Just as nostalgic but infinitely more subtle was Gyorgi Ligeti’s “Trio,” from 1982. Ligeti called the piece a homage to Brahms, and it’s often paired (as it was at this recital) with Brahms’s seminal “Trio in E-flat major” from 1865. But it’s no mere exercise in neo-Romanticism. Written in a distinctive musical language Ligeti could only call “non-atonal,” the trio is an affecting and strikingly evocative work, weaving the tenderness of the opening Andante movement with the lurching brutality of the “Alla Marcia” and the tragic eloquence of the closing “Lamento.” Ruske, with Chien and violinist Jennifer Frautschi, turned in a memorable performance.
Vincent Persichetti’s 1972 “Parable VIII for solo horn, op. 120” is not only an engaging soliloquy, but it’s also a fine display piece for the palette of effects the horn is capable of, and Ruske turned in a virtuosic performance. But the real high point of the evening came in the closing work, the Brahms Trio, Op. 40. The sense of wistful nostalgia — tangible throughout the evening — was almost overpowering, especially in the sweeping Adagio, and Ruske turned in a glowing account. But it was violinist Frautschi (who is married to Ruske) who led the work — and maybe even stole the show with a commanding, incisive and absolutely riveting performance.
Charles Ives — that brilliant, visionary, utterly original and perfectly down-to-earth composer — may have written some of the most astonishing American music of the 20th century, but with a reputation for being “difficult,” he still shows up far too rarely on concert programs.
Fortunately, Ives has the formidable Angel Gil-Ordóñez and Joseph Horowitz of the PostClassical Ensemble as his champions, and on Sunday evening, they teamed up with the Georgetown University Orchestra to present two of the composer’s most iconic works: the Piano Sonata No. 2, “Concord, Massachusetts 1840-1860” and the Symphony No. 2.
The PostClassical Ensemble is known for its contextual performances — enhancing music with contemporary writings and art — and for Sunday’s concert, baritone William Sharp joined pianist Steven Mayer for a performance of the “Concord” sonata that alternated writings from Ralph Waldo Emerson, Henry David Thoreau and Ives himself with the four movements of the work.
It is an interesting approach, but Mayer’s playing was so riveting that you found yourself wishing that Sharp would maybe just stay quiet for a bit and let the music speak for itself. Steeped in the transcendental philosophy of 19th-century Concord, it is a work of immense scale and a kind of roaring, ecstatic spirituality — qualities Mayer brought out in a searching and extraordinarily powerful performance.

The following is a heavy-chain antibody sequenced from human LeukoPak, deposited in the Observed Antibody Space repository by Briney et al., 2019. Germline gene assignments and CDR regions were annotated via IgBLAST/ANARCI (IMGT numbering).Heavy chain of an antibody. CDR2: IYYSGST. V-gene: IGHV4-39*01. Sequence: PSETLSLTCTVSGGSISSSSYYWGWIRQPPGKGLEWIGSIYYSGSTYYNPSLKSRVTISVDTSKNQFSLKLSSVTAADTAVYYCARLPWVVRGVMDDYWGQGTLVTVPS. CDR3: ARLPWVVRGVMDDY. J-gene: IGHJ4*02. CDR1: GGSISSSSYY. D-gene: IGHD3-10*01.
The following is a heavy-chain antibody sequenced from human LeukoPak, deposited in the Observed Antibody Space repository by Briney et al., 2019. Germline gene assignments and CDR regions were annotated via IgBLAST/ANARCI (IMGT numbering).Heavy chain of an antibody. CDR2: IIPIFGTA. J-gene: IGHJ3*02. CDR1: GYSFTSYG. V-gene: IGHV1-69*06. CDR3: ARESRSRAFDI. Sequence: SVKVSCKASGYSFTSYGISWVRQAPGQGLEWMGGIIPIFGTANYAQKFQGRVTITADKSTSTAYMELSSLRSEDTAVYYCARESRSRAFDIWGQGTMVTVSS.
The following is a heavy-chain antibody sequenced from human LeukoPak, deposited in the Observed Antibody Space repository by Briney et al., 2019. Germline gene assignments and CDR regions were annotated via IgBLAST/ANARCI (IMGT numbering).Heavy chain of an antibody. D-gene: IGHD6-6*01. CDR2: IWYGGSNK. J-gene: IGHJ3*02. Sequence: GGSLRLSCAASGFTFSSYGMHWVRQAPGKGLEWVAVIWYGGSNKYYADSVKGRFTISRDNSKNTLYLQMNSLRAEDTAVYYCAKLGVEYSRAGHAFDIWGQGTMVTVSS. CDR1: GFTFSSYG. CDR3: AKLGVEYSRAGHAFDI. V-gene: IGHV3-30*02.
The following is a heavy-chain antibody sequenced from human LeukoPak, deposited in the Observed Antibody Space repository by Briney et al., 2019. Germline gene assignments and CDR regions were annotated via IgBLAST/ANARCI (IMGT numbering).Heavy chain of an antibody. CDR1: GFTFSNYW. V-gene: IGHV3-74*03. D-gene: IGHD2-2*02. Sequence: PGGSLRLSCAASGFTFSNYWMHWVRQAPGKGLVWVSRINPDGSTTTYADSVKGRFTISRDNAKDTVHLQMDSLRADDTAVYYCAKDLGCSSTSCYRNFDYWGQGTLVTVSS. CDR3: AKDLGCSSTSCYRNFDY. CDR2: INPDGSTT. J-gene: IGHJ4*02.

You have to hand it to Georgetown University; despite a minuscule music department, the school can field a presentable orchestra (made up entirely of students who are not music majors) and bring off works as ambitious as Ives’s Symphony No. 2 from 1909.
Under Gil-Ordóñez’s baton, the orchestra turned in a colorful and often spirited performance, with a luminous “Adagio cantabile” movement and an explosive close — a performance that, in its direct and unvarnished sincerity, Ives would surely have enjoyed.
It was a visibly shaken Matthias Pintscher who took the stage at the Library of Congress on Friday evening, only hours after a series of savage terrorist attacks had swept across Paris. Asking for a minute of silence, Pintscher and his Paris-based Ensemble Intercontemporain bowed their heads, then launched into a program of music that, in its dazzling expressiveness and intensity of feeling, felt like a tribute to the victims — and a profound, unbending affirmation of life.
A work of almost prayer-like gentleness opened the program. Hannah Lash’s lovely, understated “Two Movements for Violin and Piano” (a commission by the Library’s McKim Fund, in its premiere) used the simplest of means — a cantabile violin line over a spare and open piano accompaniment — to create a sense of wistful reflection, then hesitation, before finding release in the soaring second movement.
The contrast with Edgard Varese’s “Octandre” could not have been greater. There’s a gleefully explosive quality to this 1927 work, which roars and screeches and erupts at every turn with Machine Age mania, and under Pintscher’s baton the ensemble — arguably the finest contemporary music group on the planet — turned in an almost disconcertingly vivid performance.
Pintscher is as known for his composing as for his conducting, and his three-part “Profiles of Light” (in its U.S. premiere) proved to be a work of rigorous, uncompromising modernism. Pianists Hidéki Nagano and Dimitri Vassilakis and cellist Éric-Maria Couturier turned in an impassioned reading, but the music was easier to admire than to really fall for — the kind of Serious European Composing that sounds increasingly hidebound in the face of the adventurous, unbuttoned and voraciously free-ranging music coming out of the American new-music scene.